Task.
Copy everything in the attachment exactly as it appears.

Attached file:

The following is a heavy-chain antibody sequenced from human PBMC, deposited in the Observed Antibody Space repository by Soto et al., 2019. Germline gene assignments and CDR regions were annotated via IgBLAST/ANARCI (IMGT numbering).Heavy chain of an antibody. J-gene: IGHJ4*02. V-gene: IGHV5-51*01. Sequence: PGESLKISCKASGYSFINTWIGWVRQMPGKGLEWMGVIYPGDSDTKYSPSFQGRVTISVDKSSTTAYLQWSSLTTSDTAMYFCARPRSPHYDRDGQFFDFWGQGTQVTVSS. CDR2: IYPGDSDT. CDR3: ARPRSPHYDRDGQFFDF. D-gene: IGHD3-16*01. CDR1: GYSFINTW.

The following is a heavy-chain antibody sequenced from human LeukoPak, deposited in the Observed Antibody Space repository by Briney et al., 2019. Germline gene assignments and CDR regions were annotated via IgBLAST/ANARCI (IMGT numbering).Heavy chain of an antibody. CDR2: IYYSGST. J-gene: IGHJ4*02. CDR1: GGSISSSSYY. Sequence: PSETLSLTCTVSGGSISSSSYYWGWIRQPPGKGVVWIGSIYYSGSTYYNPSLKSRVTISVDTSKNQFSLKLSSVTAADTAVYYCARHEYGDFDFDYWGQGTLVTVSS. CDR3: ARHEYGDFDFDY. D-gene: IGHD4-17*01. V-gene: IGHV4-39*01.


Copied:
The following is a heavy-chain antibody sequenced from human PBMC, deposited in the Observed Antibody Space repository by Soto et al., 2019. Germline gene assignments and CDR regions were annotated via IgBLAST/ANARCI (IMGT numbering).Heavy chain of an antibody. J-gene: IGHJ4*02. V-gene: IGHV5-51*01. Sequence: PGESLKISCKASGYSFINTWIGWVRQMPGKGLEWMGVIYPGDSDTKYSPSFQGRVTISVDKSSTTAYLQWSSLTTSDTAMYFCARPRSPHYDRDGQFFDFWGQGTQVTVSS. CDR2: IYPGDSDT. CDR3: ARPRSPHYDRDGQFFDF. D-gene: IGHD3-16*01. CDR1: GYSFINTW.

The following is a heavy-chain antibody sequenced from human LeukoPak, deposited in the Observed Antibody Space repository by Briney et al., 2019. Germline gene assignments and CDR regions were annotated via IgBLAST/ANARCI (IMGT numbering).Heavy chain of an antibody. CDR2: IYYSGST. J-gene: IGHJ4*02. CDR1: GGSISSSSYY. Sequence: PSETLSLTCTVSGGSISSSSYYWGWIRQPPGKGVVWIGSIYYSGSTYYNPSLKSRVTISVDTSKNQFSLKLSSVTAADTAVYYCARHEYGDFDFDYWGQGTLVTVSS. CDR3: ARHEYGDFDFDY. D-gene: IGHD4-17*01. V-gene: IGHV4-39*01.